Flip phones are becoming hip again

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(CNN) — Hipsters, rejoice. Next time you ride your fixed-gear bicycle to the the thrift store, where you find a vintage, grease-stained mechanic’s shirt that matches your Rollie Fingers mustache and Grizzly Adams beard, there’s an edgy, if technologically sub-optimal, way to tell your friends about it.

Use a flip phone.

In an age of the iPhone 6 Plus and massive Android phablets, flip phones are inexplicably making a comeback.

No less an arbiter of cool than Vogue magazine editor Anna Wintour has apparently dumped her iPhone in favor of a flipper. Indianapolis Colts quarterback Andrew Luck, actress Kate Beckinsale and even Rihanna are just a few of the celebrities spotted proudly brandishing the famous piece of paleo-technology.

And, believe it or not, “dumb phones” aren’t exactly the elusive unicorn that some of us think they are.

As of January, 56% of American adults owned smartphones, compared to a total of 90% who had a cellphone of some kind, according to the Pew Research Internet Project. Among millennials age 18-29, an overwhelming 83% of those who owned cellphones had a smartphone, but that leaves the other 17% who keep their mobile life more basic.

The hinged, snap-shut “flipper” form factor was originally introduced to the public in 1982 by laptop manufacturer GriD with its Compass computer.

Motorola, perhaps the king of flip phones with its Razr line, introduced the clamshell style in 1996 with its StarTAC phone (which, appropriately enough, was re-released for nostalgic techies in 2010).

Is this really all about going for retro, hipster street cred? There is, at times, a mystifying aspect of “cool” that centers around eschewing modern convenience for vintage … well … inconvenience.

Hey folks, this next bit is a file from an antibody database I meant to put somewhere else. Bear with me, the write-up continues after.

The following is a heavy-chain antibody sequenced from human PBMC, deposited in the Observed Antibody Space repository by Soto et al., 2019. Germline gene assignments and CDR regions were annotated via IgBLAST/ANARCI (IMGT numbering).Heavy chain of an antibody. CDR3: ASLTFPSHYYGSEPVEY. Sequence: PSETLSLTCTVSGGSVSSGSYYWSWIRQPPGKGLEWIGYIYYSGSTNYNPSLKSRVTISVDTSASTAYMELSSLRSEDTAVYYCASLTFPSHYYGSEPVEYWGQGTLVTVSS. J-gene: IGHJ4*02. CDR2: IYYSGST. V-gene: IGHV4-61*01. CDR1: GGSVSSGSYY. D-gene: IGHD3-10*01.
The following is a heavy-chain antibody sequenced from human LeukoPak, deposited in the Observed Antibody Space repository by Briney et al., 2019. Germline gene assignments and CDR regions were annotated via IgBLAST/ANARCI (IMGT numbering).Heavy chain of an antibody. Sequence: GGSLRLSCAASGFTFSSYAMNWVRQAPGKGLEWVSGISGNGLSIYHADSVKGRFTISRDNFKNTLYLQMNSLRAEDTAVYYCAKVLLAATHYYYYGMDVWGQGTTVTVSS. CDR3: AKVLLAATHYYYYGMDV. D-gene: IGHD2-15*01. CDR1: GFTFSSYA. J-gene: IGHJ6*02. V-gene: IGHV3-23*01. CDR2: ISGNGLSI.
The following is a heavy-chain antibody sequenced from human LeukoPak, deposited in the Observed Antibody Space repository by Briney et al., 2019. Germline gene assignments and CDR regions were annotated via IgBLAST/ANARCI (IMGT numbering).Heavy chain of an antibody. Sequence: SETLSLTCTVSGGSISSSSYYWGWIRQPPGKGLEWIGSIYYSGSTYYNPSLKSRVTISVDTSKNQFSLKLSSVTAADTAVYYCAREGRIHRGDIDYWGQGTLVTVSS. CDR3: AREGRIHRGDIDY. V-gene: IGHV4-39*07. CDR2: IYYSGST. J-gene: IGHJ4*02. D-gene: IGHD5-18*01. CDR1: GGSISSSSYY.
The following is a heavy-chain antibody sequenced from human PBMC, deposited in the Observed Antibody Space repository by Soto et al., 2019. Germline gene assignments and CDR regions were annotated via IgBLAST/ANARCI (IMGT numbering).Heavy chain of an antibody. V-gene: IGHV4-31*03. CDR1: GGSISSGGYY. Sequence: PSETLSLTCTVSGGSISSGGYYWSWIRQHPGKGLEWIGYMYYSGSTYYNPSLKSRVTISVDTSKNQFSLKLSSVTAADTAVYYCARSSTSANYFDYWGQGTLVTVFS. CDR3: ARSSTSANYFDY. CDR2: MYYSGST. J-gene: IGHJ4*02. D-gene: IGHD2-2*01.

Writing on typewriters? Check. Racing high-wheel bicycles from the 1880s? Yes. Playing baseball with the rules and equipment of the 1860s? Absolutely.

But there are obviously some more practical reasons some people, including millennials, go flip.

For some, it’s about simplifying and uncluttering in a 24/7 plugged-in society.

“It just seemed like it would be better for my addled brain than a smartphone,” 26-year-old Angelica Baker, a tutor and writer, told TIME. “Personally I’m too scattered and unfocused to handle email and Facebook on my phone.”

Baker swapped out her Droid for her mom’s retired flip phone, a pink Motorola Razr.

No one has to worry about the iCloud being hacked when they use a flip phone. There’s little to no eye and neck strain. No fear of Flappy Bird addiction.

And, let’s be honest … there’s something satisfying about a switchblade-like phone flip after an annoying phone conversation, that even the most emphatic tap of a touchscreen will never approach.

Maybe the hipsters are onto something after all. Though we’ll still pass on the bushy beards.

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